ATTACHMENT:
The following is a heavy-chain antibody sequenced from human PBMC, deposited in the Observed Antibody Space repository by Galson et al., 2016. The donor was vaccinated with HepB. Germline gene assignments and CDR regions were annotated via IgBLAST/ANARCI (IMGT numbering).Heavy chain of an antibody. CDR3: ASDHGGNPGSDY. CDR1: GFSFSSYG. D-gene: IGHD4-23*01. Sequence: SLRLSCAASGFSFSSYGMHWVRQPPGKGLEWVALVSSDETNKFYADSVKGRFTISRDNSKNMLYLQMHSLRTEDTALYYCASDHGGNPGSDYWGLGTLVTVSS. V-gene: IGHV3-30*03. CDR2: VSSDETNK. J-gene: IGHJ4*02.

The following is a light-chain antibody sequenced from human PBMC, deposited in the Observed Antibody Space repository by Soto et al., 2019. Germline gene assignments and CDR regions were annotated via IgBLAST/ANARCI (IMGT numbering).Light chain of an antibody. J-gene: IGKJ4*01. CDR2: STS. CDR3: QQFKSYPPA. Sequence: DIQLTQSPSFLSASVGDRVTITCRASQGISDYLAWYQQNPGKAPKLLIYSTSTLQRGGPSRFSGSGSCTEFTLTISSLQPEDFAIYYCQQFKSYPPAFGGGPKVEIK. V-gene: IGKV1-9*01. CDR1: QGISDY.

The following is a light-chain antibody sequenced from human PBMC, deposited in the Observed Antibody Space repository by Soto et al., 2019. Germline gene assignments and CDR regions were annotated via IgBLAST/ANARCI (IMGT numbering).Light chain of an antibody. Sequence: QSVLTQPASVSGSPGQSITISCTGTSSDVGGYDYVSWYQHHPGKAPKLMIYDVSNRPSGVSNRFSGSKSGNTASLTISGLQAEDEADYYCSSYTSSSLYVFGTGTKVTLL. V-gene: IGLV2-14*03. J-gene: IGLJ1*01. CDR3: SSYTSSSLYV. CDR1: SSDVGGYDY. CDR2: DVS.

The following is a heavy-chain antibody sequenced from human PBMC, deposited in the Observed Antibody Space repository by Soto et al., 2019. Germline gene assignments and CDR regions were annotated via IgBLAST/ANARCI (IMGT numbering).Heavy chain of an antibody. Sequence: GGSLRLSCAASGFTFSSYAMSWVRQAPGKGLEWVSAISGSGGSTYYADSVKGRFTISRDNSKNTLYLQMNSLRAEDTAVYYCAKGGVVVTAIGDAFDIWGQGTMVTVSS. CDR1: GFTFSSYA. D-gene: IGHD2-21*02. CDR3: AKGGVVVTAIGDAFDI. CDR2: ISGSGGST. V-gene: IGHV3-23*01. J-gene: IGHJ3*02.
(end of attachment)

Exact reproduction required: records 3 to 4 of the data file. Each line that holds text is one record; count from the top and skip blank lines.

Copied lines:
The following is a light-chain antibody sequenced from human PBMC, deposited in the Observed Antibody Space repository by Soto et al., 2019. Germline gene assignments and CDR regions were annotated via IgBLAST/ANARCI (IMGT numbering).Light chain of an antibody. Sequence: QSVLTQPASVSGSPGQSITISCTGTSSDVGGYDYVSWYQHHPGKAPKLMIYDVSNRPSGVSNRFSGSKSGNTASLTISGLQAEDEADYYCSSYTSSSLYVFGTGTKVTLL. V-gene: IGLV2-14*03. J-gene: IGLJ1*01. CDR3: SSYTSSSLYV. CDR1: SSDVGGYDY. CDR2: DVS.

The following is a heavy-chain antibody sequenced from human PBMC, deposited in the Observed Antibody Space repository by Soto et al., 2019. Germline gene assignments and CDR regions were annotated via IgBLAST/ANARCI (IMGT numbering).Heavy chain of an antibody. Sequence: GGSLRLSCAASGFTFSSYAMSWVRQAPGKGLEWVSAISGSGGSTYYADSVKGRFTISRDNSKNTLYLQMNSLRAEDTAVYYCAKGGVVVTAIGDAFDIWGQGTMVTVSS. CDR1: GFTFSSYA. D-gene: IGHD2-21*02. CDR3: AKGGVVVTAIGDAFDI. CDR2: ISGSGGST. V-gene: IGHV3-23*01. J-gene: IGHJ3*02.